Over this past weekend, I realized that there’s room for a few small alterations to the language that will greatly increase its flexibility in non-standard usage scenarios, without needlessly cluttering the grammar. (more…)
Monthly Archives: October 2010
Previously, the grammatical structure for the language was completed, but it still doesn’t actually do anything useful. This article isn’t going to change that.
Rather, this article will serve as the hand-off point from the grammar to the interpreter, which will be the next part I’ll write. If you want to get access to the source and see how to use it, this is all you really need to read, but the stuff that came before was pretty cool, so you might want to at least skim it when you have time. (more…)
In the previous article, a lexing ruleset was established, but lexing by itself does nothing to describe the actual structure of a language. It’s more like outlining its phonology, closed lexical categories, and maybe its basic morphology, but it does nothing to express how these things relate to each other; that’s the role of the language’s syntax, which is what will be described here. (In most compsci literature, this stuff is all called the grammar, and I will be using the terms interchangeably) (more…)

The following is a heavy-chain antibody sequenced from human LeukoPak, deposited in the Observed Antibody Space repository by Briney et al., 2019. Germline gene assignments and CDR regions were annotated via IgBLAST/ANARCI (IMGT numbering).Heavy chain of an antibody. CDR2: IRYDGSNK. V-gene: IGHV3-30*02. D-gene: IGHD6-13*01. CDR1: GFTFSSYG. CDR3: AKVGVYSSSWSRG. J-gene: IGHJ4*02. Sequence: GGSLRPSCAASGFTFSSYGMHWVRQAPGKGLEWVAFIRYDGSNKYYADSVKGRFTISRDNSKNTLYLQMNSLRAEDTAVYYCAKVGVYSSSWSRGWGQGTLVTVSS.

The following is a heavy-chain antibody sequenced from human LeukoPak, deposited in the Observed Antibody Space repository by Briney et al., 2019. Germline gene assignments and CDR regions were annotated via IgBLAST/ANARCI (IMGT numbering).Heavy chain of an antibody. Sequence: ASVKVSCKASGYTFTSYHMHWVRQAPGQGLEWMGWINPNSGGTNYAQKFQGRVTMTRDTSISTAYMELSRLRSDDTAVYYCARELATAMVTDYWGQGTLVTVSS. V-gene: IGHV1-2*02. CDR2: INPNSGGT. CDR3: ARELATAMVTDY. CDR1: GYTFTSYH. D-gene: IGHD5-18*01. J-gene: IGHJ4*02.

Anyone who’s trawled through my projects knows that I love Python: it’s simple, it’s flexible, it does almost everything well, and it just works. It’s also a very good fit for this project, since part of the system driving it is being implemented using Boost, which means that Boost.Python is just a small step away for setting up a cross-language control structure. (Before anyone complains, I’ll freely concede that something like Haskell is an ideal candidate for building a new language from scratch, but I’m cheating and using an existing compiler-compiler to skip the parts functional languages are best at)
Within the realm of Python, a number of good compiler-compilers exist, with each having its own pros and generally very few cons (some are implemented in C, some offer great insight into the compilation process). Of what’s available, I decided to use David Beazley’s excellent PLY, for its extensive documentation, maturity, clear expression methodology, and portability (I need to be able to support Windows, too, unfortunately). (more…)
As part of a revitalisation project for a complex system at work, I’ve concluded that one of our sustainability requirements could be best served through use of a specialised, extensible, implementation-independent scripting language.
Since programming language theory is something that’s always interested me, I wanted to make what I’m learning accessible to anyone else who might find it beneficial. Chances are this mostly includes computer science students encountering recursive-descent parsing for the first time or those in an entry-level compiler-construction class, so I’ll be writing towards that knowledge-set, but anyone sufficiently curious should be able to follow along. (more…)
Well, seems I wasn’t able to keep my momentum going with the updates.
For anyone interested, Quickshot is stable and available from Launchpad, in both its server and client pieces, though the sevrer’s setup-on-Apache-guide hasn’t yet been written, and we lost direction near the end, when the Manual Project’s project manager got swamped. We’ll get back on track soon, though.